The DMO has had to set up a very large committee made up of CBN, SEC and DMO senior staff just to work around these Sukuk complexities. Nwankwo had hoped that the committee would be finished by the first quarter of 2016, but this date has had to be shifted to the third quarter.
It is near impossible for the DMO to monitor funds raised via Sukuk and pumped into the Bank of Industry or Railways or youth employment to be monitored in order to work out profit earned so that it can be shared the Sharia way. It is also very difficult to monitor such funds to ensure that the projects financed by the BoI have nothing to do with pigs or pork or gambling (approved lotteries) or insurance businesses in hundred and thousands of micro, small and medium scale enterprises. How will Corporate Tax, Withholding Tax, VAT, etc be avoided and still comply with extant Tax laws and Accounting conventions?
An issue for the promoters of Sukuk to consider is the fact that the Christian population, which is about fifty percent of Nigeria’s populace, will be disqualified from participation of benefiting this Nigerian scheme unless they will be forced to comply with the dictates of a religion not theirs. They will read it as an overt move to lord Sharia law on all Nigerians.
Rightly or wrongly, the current Government has been accused by some of subtly attempting to Islamize the through policies, biased employment and legislation. The view that everything ‘conventional’ or ‘Western’ is Christian is not true. If the Government insists of some of these very controversial and highly volatile issues, it will be announcing that Christians and Muslims cannot live together in Nigeria. After all, Islamic banking is thriving in the country. Sharia-compliant financial services are available for those interested. Our main banking legislation, BOFID 1992, has adequate provision for interest-free or profit/loss sharing banking.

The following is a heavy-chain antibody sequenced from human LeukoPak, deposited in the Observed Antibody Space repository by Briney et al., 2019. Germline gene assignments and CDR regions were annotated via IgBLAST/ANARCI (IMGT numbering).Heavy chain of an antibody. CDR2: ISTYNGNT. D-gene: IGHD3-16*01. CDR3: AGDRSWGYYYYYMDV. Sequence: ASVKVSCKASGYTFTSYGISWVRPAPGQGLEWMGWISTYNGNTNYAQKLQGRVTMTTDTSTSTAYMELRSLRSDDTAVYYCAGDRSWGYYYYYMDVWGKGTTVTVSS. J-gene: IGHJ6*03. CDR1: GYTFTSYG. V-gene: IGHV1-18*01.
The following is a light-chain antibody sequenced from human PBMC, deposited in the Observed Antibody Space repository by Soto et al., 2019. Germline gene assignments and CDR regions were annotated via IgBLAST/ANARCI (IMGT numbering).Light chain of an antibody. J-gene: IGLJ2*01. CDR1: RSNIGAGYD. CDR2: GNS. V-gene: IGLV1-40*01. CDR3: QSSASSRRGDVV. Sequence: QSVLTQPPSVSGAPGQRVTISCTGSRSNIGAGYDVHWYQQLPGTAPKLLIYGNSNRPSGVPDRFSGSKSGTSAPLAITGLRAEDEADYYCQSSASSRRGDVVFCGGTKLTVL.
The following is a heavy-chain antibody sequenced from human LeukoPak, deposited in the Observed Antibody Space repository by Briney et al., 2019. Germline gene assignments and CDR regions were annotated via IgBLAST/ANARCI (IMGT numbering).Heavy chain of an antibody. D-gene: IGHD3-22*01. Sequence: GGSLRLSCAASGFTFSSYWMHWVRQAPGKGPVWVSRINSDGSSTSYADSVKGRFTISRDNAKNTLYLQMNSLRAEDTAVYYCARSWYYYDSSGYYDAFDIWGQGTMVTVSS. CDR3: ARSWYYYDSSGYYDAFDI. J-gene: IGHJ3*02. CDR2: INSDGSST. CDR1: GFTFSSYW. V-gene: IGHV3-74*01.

We have led the developing world in Foreign Direct Investment (FDI) inflows for years until 2016. Our Dollar-denominated bonds via conventional vehicles have always been oversubscribed. The $6 Billion line of credit placed at our disposal by China takes care of 54% of the proposed deficit of N2.2 Billion ($11.1 Dollars) in the 2016 Budget. The necessity for Sukuk is therefore not there.
The DMO would be well advised not to venture into the already turbulent waters of Nigerian religious controversies.
James Pam, June 06, 2016, [email protected]
AAIOFI (2008). “Shari’ah Resolution: Issues on Sukuk.”
Afshar, T. A. “Compare and Contrast Sukuk (Islamic Bonds) with Conventional Bonds, Are they Compatible?” School of Business, Woodbury University, USA. Published in The Journal of Global Business Management, Volume 9, Number 1, February 2013.
Chance, C. “Sukuk Guidebook”, Dubai International Financial Center (DIFC), pp.1-95.
Howladar, K. (2009). “The Future of Sukuk: Substance over Form? Understanding Islamic Securitisation, Asset-backed and AAIOFI Principles”. Moody’s Investors Service, pp. 1-13.
Islamic Banking, Wikipedia, 2011, p.2